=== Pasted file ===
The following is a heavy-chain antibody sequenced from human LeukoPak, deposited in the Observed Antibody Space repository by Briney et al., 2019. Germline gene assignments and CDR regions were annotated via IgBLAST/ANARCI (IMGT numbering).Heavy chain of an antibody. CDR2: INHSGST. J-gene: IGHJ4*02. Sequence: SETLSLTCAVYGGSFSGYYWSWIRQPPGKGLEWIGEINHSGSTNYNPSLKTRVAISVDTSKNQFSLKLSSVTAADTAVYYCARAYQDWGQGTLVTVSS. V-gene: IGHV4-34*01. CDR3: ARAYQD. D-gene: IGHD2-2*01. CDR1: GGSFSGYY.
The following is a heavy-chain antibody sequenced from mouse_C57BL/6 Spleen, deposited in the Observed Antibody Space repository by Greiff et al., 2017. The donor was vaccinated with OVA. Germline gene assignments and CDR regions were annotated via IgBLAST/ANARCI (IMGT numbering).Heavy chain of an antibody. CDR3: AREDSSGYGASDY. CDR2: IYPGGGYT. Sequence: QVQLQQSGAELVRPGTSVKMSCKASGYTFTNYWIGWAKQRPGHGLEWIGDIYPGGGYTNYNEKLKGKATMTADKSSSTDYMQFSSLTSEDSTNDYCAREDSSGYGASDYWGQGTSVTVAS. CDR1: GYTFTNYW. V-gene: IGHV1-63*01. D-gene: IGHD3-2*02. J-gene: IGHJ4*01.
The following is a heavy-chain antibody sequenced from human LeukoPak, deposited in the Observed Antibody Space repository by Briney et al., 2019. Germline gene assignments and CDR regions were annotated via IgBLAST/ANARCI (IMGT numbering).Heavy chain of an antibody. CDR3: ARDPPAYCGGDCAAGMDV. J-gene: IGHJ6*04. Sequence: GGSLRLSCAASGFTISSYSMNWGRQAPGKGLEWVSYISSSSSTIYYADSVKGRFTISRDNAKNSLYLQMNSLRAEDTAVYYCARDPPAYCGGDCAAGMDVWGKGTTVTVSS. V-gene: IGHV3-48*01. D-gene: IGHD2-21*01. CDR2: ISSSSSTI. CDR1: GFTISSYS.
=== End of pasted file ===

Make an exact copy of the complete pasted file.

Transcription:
The following is a heavy-chain antibody sequenced from human LeukoPak, deposited in the Observed Antibody Space repository by Briney et al., 2019. Germline gene assignments and CDR regions were annotated via IgBLAST/ANARCI (IMGT numbering).Heavy chain of an antibody. CDR2: INHSGST. J-gene: IGHJ4*02. Sequence: SETLSLTCAVYGGSFSGYYWSWIRQPPGKGLEWIGEINHSGSTNYNPSLKTRVAISVDTSKNQFSLKLSSVTAADTAVYYCARAYQDWGQGTLVTVSS. V-gene: IGHV4-34*01. CDR3: ARAYQD. D-gene: IGHD2-2*01. CDR1: GGSFSGYY.
The following is a heavy-chain antibody sequenced from mouse_C57BL/6 Spleen, deposited in the Observed Antibody Space repository by Greiff et al., 2017. The donor was vaccinated with OVA. Germline gene assignments and CDR regions were annotated via IgBLAST/ANARCI (IMGT numbering).Heavy chain of an antibody. CDR3: AREDSSGYGASDY. CDR2: IYPGGGYT. Sequence: QVQLQQSGAELVRPGTSVKMSCKASGYTFTNYWIGWAKQRPGHGLEWIGDIYPGGGYTNYNEKLKGKATMTADKSSSTDYMQFSSLTSEDSTNDYCAREDSSGYGASDYWGQGTSVTVAS. CDR1: GYTFTNYW. V-gene: IGHV1-63*01. D-gene: IGHD3-2*02. J-gene: IGHJ4*01.
The following is a heavy-chain antibody sequenced from human LeukoPak, deposited in the Observed Antibody Space repository by Briney et al., 2019. Germline gene assignments and CDR regions were annotated via IgBLAST/ANARCI (IMGT numbering).Heavy chain of an antibody. CDR3: ARDPPAYCGGDCAAGMDV. J-gene: IGHJ6*04. Sequence: GGSLRLSCAASGFTISSYSMNWGRQAPGKGLEWVSYISSSSSTIYYADSVKGRFTISRDNAKNSLYLQMNSLRAEDTAVYYCARDPPAYCGGDCAAGMDVWGKGTTVTVSS. V-gene: IGHV3-48*01. D-gene: IGHD2-21*01. CDR2: ISSSSSTI. CDR1: GFTISSYS.